Comparison between a flash glucose monitoring system and a portable blood glucose meter for monitoring dogs with diabetes mellitus
Del Baldo, F. et al (2020) Comparison between a flash glucose monitoring system and a portable blood glucose meter for monitoring dogs with diabetes mellitus Journal of Veterinary Internal Medicine, 34 (6) pp 2296-2305.
The aim of this prospective observational study was to compare glucose curve (GC) readings taken from insulin-treated dogs with diabetes using two different monitoring systems: The Freestyle Libre Flash Glucose Monitoring System (FGMS) and the Portable Blood Glucose Meter (PBGM). Investigators also analysed the data collected to compare the accuracy of the two systems in recording the GC nadir, and to characterise GCs obtained both in different environments (hospital vs home) and at different times (nocturnal vs diurnal).
The study was carried out at a single university veterinary hospital between May 2015 and March 2018. Twenty dogs with diabetes mellitus (DM), who had been treated with insulin for at least four weeks prior to recruitment, were enrolled in the study. All dogs were fitted with a FGMS and interstitial glucose curves (IGCs) were acquired for each dog during the 14-day recording period. On study days 1, 7 and 14, paired in-hospital GCs for each dog were acquired using the FGMS and PBGM. The remaining four IGCs were obtained at home by the owner using the FGMS.
Summary glucose reports (the Ambulatory Glucose Profile (AGP)) generated by the FGMS included a daily log showing interstitial glucose fluctuations between 20 and 350 mg/dL during a 24-hour period, this was used to provide an estimation of glucose nadirs and the number of low glucose episodes. Hypothetical insulin dose recommendations were then made for each GC, and comparisons were made for the in-hospital GCs, from the FGMS and PBGM, for the consecutive day IGCs acquired at home and for the consecutive day home vs hospital IGCs acquired with the FGMS.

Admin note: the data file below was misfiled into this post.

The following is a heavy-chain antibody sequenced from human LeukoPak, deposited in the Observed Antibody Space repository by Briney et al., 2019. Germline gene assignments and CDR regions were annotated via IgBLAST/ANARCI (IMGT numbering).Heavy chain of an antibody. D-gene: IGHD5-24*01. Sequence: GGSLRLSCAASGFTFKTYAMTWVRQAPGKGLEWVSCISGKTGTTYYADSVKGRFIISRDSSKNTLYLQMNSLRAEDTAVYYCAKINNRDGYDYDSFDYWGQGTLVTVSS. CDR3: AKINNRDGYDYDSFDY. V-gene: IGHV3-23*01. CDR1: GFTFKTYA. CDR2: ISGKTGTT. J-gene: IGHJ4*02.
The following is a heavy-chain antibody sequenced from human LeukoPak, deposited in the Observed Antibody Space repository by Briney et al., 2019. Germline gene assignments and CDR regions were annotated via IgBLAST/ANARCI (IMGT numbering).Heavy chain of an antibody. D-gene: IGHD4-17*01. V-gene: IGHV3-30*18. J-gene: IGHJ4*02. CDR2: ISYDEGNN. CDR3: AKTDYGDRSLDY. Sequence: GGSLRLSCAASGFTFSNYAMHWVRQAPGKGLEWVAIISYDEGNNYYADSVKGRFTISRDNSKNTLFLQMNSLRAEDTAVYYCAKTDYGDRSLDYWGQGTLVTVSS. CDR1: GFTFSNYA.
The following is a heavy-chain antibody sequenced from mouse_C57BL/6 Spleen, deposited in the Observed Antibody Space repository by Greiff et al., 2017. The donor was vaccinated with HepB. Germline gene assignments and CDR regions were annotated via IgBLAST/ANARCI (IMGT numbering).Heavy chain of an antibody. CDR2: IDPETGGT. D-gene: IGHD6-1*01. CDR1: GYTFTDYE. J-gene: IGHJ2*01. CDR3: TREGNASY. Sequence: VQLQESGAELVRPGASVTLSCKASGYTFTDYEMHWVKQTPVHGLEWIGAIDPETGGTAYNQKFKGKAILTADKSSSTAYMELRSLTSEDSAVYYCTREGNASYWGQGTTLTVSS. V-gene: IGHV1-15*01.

Results showed that when comparing GCs acquired in hospital, using both the FGMS and the PBCM, the insulin dosing recommendation would have been the same in 33/43 cases and 34/43 cases considering the glycaemic nadir. For IGCs performed at home on two consecutive days using the FGMS, the insulin dosing recommendation would have only been the same in 5/14 cases and 9/14 cases when considering the glycaemic nadir. For IGCs performed on two consecutive days at home and hospital using the FGMS, the insulin dosing recommendation would have been the same in 17/25 cases and 16/25 for glycaemic nadir.
When assessing nadir, the AGP was used as a ‘gold standard’. Using the AGP, glucose nadirs were identified in 34/43 (79%) IGCs. When considering the 34 IGCs in which a glucose nadir was identified, concordant glucose nadirs were detected in 28/34 (82%) IGCs generated by the individual FGMS scans and in 14/34 (41%) BGCs obtained by PBGM.
Limitations of the study include the small number of dogs enrolled and that, for this study, FGMS was considered the gold standard. Additionally, for 12/20 dogs, the sensor in the FGMS did not last for the 14-day period, which reduced the amount of data available for analysis and meant that the accuracy of the FGMSs were not evaluated for the entire study period.
This study shows that the FGMS could be a valuable tool in detecting glucose nadirs in dogs with diabetes mellitus and that the real-time data collected and the reports generated by the AGP software allow for retrospective analysis of day-to-day variations in glycaemic control. The study highlights that there are limitations in both forms of monitoring.
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Deiting, V. and Mische, R. (2021) Use of the “FreeStyle Libre” glucose monitoring system in diabetic cats. Research in Veterinary Science, 135, pp. 253-259. https://doi.org/10.1016/j.rvsc.2020.09.015.
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